The study's findings provide support for a model of early identification and intervention for all children at-risk for reading failure; the classroom teachers and school resource teachers provided intervention three to four times a week for 20 minutes. The impact of intervention is evident when examining basic reading and spelling skills, as well as reading comprehension. Early identification and intervention for children at-risk for reading failure is effective for children who enter kindergarten with little or no experience with English. Intervention includes, but is not limited to, explicit phonological awareness instruction. In a school district committed to balanced early literacy instruction, bilingualism was clearly not an impediment to the acquisition of literacy skills in a second language.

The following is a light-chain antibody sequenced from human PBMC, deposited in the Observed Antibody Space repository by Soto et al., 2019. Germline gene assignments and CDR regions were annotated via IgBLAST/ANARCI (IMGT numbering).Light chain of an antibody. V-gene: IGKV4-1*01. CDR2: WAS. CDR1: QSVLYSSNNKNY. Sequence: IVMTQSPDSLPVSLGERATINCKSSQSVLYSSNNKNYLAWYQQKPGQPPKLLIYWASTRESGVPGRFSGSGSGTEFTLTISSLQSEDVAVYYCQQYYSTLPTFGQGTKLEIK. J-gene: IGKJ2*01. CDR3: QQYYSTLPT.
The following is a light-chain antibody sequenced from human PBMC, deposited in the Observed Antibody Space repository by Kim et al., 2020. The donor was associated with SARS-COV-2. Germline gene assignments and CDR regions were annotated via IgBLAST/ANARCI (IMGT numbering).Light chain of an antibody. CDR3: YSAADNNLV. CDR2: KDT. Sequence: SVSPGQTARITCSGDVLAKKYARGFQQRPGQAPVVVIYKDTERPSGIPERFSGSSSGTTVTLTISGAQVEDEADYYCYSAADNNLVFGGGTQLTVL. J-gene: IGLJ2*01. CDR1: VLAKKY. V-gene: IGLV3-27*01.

About the Report This report examines a decade of resegregation from the time of the Supreme Court's 1991 Dowell decision, which allowed school districts to declare themselves unitary, end their desegregation plans, and to return to neighborhood school plans that produce intense segregation and inequality clearly visible in educational opportunities and outcomes. It also reviews the broad sweep of changes since the Brown decision and demonstrates that the movement that began with the Supreme Court decision has had an enduring impact but that we are experiencing the largest backward movement in the South, where the civil rights laws had produced the most integrated schools for three decades.